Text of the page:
Speakers and investigators at the announcement of TFRI's pan-Canadian prostate cancer biomarker network in Montreal on July 25. Photo: Stphane Lord, CHUM
-- Prostate cancer is the most commonly diagnosed cancer and the third-leading cause of cancer-related death in Canadian men. Screening has enabled earlier diagnosis of prostate cancer, but with three out of four men actually diagnosed with a non-lethal form, should they all undergo the same treatment? A new pan-Canadian network of prostate cancer researchers formed by the Terry Fox Research Institute aims to address this need with approximately $4-million provided by the Terry Fox Foundation and the Canadian Partnership Against Cancer. The funding was announced today at the CHUM Research Centre (CRCHUM).
TFRI's Canadian Prostate Cancer Biomarker Network (CPCBN) brings together top scientists and clinicians at leading prostate cancer care and research centres in Quebec, Ontario and British Columbia to take aim at answering this question with the goal of providing better tools - including new and more effective biomarkers -- to treat and manage the disease. Over the next four years, the group will work to identify new ways to determine what forms of prostate cancer require immediate treatment and which don't, as well as how to better predict which patients, following treatment (surgery or radiation therapy), are at risk of their cancer progressing.
Total funding for the network is $3,995,326, with the Partnership having provided $550,000.
"We are extremely pleased to create this important biomarker research network and to provide a total of $3.5 million to address an important clinical question that both doctors who treat the disease and men who are diagnosed with it must consider," said Mr. Darrell Fox, senior advisor for the Terry Fox Research Institute (TFRI). "Having more tools at their disposal for decision making will help clinicians to better determine what treatment is best for a patient's particular prostate cancer."
"Bringing together expertise and resources from across the country through this network will help to advance the science needed to improve the lives of Canadian men diagnosed with prostate cancer," says Dr. Robin Harkness, research specialist with the Canadian Partnership Against Cancer, a national organization funded by Health Canada to lead the implementation of a co-ordinated cancer strategy, and executive director of the Canadian Cancer Research Alliance. "This is one of several projects the Partnership has launched with the Terry Fox Research Institute with the practical goal of identifying emerging technologies that can improve the early detection and treatment of cancer and lead to better outcomes."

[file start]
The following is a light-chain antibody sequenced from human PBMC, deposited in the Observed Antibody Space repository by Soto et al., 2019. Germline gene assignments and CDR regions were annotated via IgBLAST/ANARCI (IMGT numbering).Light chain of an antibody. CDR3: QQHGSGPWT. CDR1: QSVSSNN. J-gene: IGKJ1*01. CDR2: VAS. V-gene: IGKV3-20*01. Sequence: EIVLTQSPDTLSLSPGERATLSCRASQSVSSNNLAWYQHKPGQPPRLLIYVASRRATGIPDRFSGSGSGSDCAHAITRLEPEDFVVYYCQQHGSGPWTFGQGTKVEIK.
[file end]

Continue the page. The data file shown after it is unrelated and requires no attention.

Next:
"This new collaborative team has leadership and a track record across the research and clinical spectrums in understanding and treating prostate cancer and, collectively, they have excellent access to tissue samples and serum that are important to conducting studies to find new and effective biomarkers in this area. We appreciate the support of both the Terry Fox Foundation and the Canadian Partnership Against Cancer in funding this impressive network and the important work they are undertaking to improve care for patients," said Dr. Victor Ling, TFRI President and Scientific Director.
Dr. Fred Saad, professor and chief of urology at the CHUM and director of prostate cancer research at the Montreal Cancer Institute-CRCHUM, leads the study. "We're excited about the opportunity to work together to identify significant biomarker combinations to be used with existing clinical tools to allow clinicians to better assess the risk of tumour progression of early-stage tumours before and after treatment. If this study goes as we hope it will, its impact will be profound -- reducing recurrence and improving quality of life for men who have the disease - as well as bringing economic and societal benefits through the more efficient and effective use of health resources," says Dr. Saad.